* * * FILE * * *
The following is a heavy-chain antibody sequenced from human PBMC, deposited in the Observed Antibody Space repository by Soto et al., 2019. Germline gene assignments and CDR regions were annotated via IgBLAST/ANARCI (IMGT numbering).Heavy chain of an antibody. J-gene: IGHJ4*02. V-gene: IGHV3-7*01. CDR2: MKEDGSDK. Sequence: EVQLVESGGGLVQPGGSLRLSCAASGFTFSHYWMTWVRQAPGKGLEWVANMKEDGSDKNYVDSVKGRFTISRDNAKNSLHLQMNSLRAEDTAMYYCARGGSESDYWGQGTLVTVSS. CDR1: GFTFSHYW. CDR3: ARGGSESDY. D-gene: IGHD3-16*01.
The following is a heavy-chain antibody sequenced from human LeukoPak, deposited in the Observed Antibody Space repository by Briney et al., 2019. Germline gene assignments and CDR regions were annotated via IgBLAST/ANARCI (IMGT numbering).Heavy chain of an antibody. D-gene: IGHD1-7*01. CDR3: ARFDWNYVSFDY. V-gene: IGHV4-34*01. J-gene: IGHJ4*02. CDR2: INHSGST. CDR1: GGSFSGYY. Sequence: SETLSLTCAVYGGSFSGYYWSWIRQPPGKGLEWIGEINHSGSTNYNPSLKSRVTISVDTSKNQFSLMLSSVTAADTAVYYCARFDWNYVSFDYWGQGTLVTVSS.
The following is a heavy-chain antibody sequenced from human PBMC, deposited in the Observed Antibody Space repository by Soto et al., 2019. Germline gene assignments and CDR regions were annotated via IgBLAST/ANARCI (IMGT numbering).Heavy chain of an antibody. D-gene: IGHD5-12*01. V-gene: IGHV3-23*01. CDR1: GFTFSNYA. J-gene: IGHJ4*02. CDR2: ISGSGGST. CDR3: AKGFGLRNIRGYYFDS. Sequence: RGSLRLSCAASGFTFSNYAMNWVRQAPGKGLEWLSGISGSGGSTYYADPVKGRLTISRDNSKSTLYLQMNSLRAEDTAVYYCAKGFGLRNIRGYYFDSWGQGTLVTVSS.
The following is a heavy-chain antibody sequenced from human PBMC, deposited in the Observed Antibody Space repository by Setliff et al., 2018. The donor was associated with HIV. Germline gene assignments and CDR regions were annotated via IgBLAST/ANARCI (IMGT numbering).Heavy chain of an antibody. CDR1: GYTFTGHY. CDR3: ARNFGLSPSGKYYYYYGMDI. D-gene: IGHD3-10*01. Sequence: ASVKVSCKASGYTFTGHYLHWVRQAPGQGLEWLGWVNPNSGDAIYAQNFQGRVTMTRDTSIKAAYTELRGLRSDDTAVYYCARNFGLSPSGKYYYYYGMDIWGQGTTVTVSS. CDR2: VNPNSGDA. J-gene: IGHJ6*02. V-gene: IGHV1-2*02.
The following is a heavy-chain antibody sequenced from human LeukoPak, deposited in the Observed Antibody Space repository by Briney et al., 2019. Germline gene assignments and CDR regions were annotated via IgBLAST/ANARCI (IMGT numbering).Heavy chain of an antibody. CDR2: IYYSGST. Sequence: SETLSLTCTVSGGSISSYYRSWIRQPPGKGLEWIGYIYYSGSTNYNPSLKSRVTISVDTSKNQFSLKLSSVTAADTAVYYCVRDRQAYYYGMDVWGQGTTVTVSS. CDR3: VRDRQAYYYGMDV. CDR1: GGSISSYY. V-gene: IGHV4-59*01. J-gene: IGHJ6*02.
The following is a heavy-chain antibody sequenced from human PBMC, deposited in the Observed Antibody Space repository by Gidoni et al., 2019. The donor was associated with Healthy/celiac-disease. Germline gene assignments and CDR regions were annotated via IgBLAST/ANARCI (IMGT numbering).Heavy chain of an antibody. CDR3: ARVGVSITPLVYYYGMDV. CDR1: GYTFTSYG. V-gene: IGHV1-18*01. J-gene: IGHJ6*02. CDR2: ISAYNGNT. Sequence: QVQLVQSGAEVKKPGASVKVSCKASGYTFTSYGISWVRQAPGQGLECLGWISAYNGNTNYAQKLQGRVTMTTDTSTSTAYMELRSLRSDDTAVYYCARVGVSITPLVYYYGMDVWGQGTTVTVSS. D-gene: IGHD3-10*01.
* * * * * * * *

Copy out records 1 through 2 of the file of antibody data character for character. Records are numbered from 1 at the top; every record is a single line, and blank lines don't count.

The following is a heavy-chain antibody sequenced from human PBMC, deposited in the Observed Antibody Space repository by Soto et al., 2019. Germline gene assignments and CDR regions were annotated via IgBLAST/ANARCI (IMGT numbering).Heavy chain of an antibody. J-gene: IGHJ4*02. V-gene: IGHV3-7*01. CDR2: MKEDGSDK. Sequence: EVQLVESGGGLVQPGGSLRLSCAASGFTFSHYWMTWVRQAPGKGLEWVANMKEDGSDKNYVDSVKGRFTISRDNAKNSLHLQMNSLRAEDTAMYYCARGGSESDYWGQGTLVTVSS. CDR1: GFTFSHYW. CDR3: ARGGSESDY. D-gene: IGHD3-16*01.
The following is a heavy-chain antibody sequenced from human LeukoPak, deposited in the Observed Antibody Space repository by Briney et al., 2019. Germline gene assignments and CDR regions were annotated via IgBLAST/ANARCI (IMGT numbering).Heavy chain of an antibody. D-gene: IGHD1-7*01. CDR3: ARFDWNYVSFDY. V-gene: IGHV4-34*01. J-gene: IGHJ4*02. CDR2: INHSGST. CDR1: GGSFSGYY. Sequence: SETLSLTCAVYGGSFSGYYWSWIRQPPGKGLEWIGEINHSGSTNYNPSLKSRVTISVDTSKNQFSLMLSSVTAADTAVYYCARFDWNYVSFDYWGQGTLVTVSS.